Research output: Contribution to journal › Article
|State||Published - 17 Jan 2017|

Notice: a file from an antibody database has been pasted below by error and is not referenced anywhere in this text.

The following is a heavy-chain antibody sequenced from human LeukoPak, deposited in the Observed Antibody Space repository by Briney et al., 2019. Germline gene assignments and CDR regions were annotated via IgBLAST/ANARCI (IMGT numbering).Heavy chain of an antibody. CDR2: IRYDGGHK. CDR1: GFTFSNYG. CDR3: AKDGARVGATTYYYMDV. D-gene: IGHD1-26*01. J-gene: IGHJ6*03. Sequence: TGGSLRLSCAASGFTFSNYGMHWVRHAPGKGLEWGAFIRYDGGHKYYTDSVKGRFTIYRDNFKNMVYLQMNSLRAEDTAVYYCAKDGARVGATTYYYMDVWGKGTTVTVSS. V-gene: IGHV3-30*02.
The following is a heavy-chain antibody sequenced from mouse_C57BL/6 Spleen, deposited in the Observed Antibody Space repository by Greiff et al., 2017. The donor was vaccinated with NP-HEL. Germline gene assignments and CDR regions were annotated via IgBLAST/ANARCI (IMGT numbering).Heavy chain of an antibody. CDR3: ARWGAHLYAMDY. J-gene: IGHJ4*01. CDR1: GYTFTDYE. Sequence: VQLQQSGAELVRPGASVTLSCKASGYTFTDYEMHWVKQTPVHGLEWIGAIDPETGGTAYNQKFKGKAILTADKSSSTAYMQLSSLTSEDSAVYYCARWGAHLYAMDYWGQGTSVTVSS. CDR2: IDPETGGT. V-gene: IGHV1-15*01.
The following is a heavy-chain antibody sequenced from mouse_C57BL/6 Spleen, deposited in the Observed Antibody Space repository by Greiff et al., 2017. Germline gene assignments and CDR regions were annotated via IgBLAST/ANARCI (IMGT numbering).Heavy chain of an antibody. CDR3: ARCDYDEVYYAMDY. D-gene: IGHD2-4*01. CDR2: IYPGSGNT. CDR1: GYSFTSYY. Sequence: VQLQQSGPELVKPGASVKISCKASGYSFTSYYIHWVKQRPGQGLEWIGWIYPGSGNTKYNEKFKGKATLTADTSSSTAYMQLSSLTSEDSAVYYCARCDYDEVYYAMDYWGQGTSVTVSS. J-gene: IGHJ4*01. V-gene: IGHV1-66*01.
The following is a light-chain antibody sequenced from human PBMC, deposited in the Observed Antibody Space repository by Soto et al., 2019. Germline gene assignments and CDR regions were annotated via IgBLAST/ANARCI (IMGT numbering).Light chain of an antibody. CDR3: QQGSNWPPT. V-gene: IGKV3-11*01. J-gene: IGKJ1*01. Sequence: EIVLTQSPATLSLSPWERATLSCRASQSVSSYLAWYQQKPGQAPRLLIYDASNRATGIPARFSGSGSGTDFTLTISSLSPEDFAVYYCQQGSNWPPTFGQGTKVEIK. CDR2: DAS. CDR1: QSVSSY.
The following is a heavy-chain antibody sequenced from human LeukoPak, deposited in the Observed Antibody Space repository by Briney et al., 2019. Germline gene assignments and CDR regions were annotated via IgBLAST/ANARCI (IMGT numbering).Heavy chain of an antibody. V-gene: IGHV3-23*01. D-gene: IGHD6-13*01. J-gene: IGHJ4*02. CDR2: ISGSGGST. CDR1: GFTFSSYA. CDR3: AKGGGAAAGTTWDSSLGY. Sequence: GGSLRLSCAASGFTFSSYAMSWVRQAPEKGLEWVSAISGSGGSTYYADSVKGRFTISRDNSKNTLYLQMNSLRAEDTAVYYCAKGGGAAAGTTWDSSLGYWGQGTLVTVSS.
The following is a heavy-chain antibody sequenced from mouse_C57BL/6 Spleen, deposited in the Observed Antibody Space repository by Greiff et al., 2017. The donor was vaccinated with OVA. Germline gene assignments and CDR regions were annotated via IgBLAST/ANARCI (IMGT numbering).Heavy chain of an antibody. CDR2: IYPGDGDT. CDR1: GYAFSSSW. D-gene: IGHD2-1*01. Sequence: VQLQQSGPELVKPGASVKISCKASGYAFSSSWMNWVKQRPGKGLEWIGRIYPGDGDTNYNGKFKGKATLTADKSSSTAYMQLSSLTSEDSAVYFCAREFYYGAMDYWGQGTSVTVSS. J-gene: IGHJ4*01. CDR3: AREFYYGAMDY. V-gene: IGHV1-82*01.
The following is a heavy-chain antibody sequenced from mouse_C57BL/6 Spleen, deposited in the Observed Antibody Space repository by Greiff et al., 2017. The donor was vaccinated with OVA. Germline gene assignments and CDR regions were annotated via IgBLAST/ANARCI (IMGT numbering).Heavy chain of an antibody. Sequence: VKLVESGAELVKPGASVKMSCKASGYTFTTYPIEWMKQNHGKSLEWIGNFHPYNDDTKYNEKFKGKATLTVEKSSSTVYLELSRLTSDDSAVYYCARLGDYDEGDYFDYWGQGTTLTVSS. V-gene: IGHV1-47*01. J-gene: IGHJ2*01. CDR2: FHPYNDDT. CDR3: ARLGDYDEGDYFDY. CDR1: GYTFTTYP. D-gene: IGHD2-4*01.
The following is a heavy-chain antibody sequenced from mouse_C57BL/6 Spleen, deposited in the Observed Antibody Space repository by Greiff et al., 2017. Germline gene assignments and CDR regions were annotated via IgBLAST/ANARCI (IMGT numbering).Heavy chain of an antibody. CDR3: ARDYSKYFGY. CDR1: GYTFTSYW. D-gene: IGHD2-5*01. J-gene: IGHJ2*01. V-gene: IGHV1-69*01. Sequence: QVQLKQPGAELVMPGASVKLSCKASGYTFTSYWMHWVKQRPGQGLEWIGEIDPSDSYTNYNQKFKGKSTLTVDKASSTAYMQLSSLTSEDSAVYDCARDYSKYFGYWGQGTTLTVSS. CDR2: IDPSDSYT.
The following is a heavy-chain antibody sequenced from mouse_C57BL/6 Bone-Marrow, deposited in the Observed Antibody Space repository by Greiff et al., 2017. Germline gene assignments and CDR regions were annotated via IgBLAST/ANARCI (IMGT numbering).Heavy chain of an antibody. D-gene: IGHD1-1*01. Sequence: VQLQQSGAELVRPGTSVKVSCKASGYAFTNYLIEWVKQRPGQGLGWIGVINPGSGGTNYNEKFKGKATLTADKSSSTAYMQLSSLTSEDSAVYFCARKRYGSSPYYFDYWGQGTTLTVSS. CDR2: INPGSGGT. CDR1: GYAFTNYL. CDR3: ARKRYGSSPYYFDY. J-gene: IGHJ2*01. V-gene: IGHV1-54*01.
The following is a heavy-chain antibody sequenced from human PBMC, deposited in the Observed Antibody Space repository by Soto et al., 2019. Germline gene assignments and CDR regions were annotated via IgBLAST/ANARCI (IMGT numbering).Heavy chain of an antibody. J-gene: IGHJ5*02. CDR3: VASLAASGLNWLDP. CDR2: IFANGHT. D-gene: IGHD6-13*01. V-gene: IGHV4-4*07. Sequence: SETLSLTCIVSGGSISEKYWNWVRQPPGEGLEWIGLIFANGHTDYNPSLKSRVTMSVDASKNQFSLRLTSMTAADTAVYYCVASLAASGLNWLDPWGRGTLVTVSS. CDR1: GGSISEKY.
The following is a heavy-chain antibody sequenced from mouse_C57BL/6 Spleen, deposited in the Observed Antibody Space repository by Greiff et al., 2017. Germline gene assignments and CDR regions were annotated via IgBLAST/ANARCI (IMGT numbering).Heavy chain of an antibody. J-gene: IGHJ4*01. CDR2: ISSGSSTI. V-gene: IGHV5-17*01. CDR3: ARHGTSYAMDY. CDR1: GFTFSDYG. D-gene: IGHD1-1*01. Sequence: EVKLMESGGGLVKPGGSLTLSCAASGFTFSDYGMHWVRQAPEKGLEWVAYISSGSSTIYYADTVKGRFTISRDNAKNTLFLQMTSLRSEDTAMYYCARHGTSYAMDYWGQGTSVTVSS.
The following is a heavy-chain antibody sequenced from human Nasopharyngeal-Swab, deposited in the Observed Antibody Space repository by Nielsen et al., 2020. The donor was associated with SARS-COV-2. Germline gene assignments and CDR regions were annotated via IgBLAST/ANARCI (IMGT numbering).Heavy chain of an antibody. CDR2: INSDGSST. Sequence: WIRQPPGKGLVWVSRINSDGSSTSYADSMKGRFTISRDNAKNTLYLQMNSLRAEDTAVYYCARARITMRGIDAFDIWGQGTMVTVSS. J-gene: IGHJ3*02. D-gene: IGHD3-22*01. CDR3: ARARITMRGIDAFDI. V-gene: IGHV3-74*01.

Two Caucasian girls, both of normal weight and body mass indices, were diagnosed with type A insulin resistance (IR) in childhood. Case 1 presented with premature adrenarche aged 7 years, then by age 12 years had hirsutism, acne, acanthosis nigricans, and asymptomatic diabetes. Subsequent investigation revealed raised adiponectin (15.3 mg/L) and heterozygous p.Pro1205Leu mutation in the INSR gene encoding the insulin receptor. She experienced postprandial hypoglycaemia on metformin; acarbose was trialled and discontinued aged 16 years, as she became normoglycaemic. Hirsutism was treated with topical eflornithine, oral spironolactone and flutamide, and laser therapy. Unfortunately, diabetes reemerged in young adulthood with obesity. Case 2: during an emergency admission for acute abdominal pain aged 11 years, hyperglycaemia was noted which led to further investigation. An oral glucose tolerance test showed diabetes and ultrasound showed polycystic ovaries. Further investigations revealed raised adiponectin (18 mg/L) and compound heterozygous mutations in the INSR gene: p.Pro1263Ala and p.Ser748Leu (latter probable normal variant). She was treated with metformin and experienced postprandial hypoglycaemia. Symptoms of hyperandrogenism were controlled by flutamide. She maintained a healthy weight and reassessment at young adulthood showed resolution of diabetes. Type A IR may present in childhood with overlapping features of common endocrine entities such as premature adrenarche and polycystic ovarian syndrome. Patients with abnormal glucose tolerance yet normal weight merit screening with adiponectin; raised adiponectin levels prompt insulin receptor mutational analysis. Postprandial hypoglycaemia is characteristic. Management includes optimization of glycaemic control with oral hypoglycaemic agents and maintenance of healthy weight, and controlling the effects of hyperandrogenism.